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Seagull gets prosthetic feet from 3-D printer - Live5News.com | Charleston, SC | News, Weather, Sports

Seagull gets prosthetic feet from 3-D printer

A seagull named Gumpy is getting a new set of prosthetic feet. Shane Boyland, the chief veterinarian at the South Carolina Aquarium, amputated the bird's feet after its legs were found wrapped in twine. (Source: Live 5 News) A seagull named Gumpy is getting a new set of prosthetic feet. Shane Boyland, the chief veterinarian at the South Carolina Aquarium, amputated the bird's feet after its legs were found wrapped in twine. (Source: Live 5 News)
Shane Boyland, the chief veterinarian at the South Carolina Aquarium, amputated the bird's feet after its legs were found wrapped in twine. (Source: Live 5 News) Shane Boyland, the chief veterinarian at the South Carolina Aquarium, amputated the bird's feet after its legs were found wrapped in twine. (Source: Live 5 News)
CHARLESTON, SC (WCSC) -

A seagull named Gumpy is getting a new set of prosthetic feet.

Shane Boyland, the chief veterinarian at the South Carolina Aquarium, amputated the bird's feet after its legs were found wrapped in twine.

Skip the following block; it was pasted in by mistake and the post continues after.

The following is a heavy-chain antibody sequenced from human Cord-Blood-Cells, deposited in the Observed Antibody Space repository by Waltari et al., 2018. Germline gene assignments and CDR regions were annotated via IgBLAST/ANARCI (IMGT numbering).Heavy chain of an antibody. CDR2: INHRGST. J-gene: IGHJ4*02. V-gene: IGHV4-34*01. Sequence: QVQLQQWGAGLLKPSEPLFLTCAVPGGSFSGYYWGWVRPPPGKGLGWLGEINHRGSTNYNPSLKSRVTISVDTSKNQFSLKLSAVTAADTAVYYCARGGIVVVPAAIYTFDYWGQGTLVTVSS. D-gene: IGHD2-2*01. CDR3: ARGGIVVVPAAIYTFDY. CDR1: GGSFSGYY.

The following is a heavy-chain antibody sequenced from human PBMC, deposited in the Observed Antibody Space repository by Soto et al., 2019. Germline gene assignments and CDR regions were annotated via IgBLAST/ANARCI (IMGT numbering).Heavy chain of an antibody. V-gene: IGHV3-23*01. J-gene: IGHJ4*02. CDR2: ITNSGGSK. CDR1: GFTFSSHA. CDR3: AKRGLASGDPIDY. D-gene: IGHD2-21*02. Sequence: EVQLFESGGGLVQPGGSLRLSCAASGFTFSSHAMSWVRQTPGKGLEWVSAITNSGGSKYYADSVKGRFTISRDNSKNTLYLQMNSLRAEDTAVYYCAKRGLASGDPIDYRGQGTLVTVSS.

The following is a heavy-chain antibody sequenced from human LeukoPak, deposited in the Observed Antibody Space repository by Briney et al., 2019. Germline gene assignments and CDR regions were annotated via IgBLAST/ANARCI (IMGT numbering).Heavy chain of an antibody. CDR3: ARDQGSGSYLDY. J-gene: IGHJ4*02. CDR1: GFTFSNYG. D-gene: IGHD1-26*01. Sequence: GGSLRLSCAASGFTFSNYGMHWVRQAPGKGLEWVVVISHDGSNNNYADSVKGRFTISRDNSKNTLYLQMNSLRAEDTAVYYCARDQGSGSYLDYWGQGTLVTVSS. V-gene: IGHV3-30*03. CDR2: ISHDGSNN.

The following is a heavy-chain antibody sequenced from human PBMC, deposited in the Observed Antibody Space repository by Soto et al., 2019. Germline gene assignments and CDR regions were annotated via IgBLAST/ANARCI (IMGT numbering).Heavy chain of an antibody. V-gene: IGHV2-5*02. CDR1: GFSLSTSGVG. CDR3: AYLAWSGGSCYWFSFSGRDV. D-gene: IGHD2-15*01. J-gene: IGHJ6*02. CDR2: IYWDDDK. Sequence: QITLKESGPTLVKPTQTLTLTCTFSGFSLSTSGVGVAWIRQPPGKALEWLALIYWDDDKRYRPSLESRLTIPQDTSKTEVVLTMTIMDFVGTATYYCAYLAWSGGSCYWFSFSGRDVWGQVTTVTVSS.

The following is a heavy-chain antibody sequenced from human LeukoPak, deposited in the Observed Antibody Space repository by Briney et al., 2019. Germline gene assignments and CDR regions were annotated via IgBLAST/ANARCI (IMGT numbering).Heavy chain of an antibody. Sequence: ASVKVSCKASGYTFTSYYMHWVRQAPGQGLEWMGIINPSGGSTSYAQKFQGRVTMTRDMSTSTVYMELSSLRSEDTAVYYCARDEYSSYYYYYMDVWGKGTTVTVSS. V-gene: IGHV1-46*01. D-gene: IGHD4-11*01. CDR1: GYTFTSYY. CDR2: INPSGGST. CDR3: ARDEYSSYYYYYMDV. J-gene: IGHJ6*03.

Gumpy's future was grim until Boylan stepped in.

"He had two dead feet barely attached, and they brought him in to be euthanized," Boylan said. " I looked at the feet and realized I had to amputate them but the bird had a lot of fight left in him."

That's when Boylan decided Gumpy would be a good candidate for prosthetic legs.

"Ring-billed gulls are the kind of bird you see at the beach," Boylan said. "They eat out your hand, they are used to dealing with people. So I figured if anybody had a chance to survive it would be Gumpy."

Gumpy has been living at Boylan's home.

"He shares the dog bowl with two Boston Terriers. He just pushes them out the way and he eats out of the bowl," Boyland said

People with the Department of Teaching, Learning and Technology at the College of Charleston were able to assist in the efforts by creating the 3D printed feet.

 "The 3D printer uses plastic. The plastic is called PLA or polylatic acid plastic," said Jack Wolfe, an instructional technologist at CofC. "It essentially just deposits many many hundreds of layers onto this print bed. So it's printing like a normal printer would, but it's depositing plastic layer by layer, and that's how it builds up this 3D print."

The bird will have to adjust to having feet again.

When he becomes comfortable, Gumpy will be used for educational purposes.

"So kids can see if they've got amputations or if they've got prosthesis that... birds get the same thing and wildlife gets the same thing that people do," Boyan said. " If this animal can overcome a catastrophic injury really caused by humans, so can everybody else."

Gumpy will have another fitting in the future as designers try to find the right size and shape.

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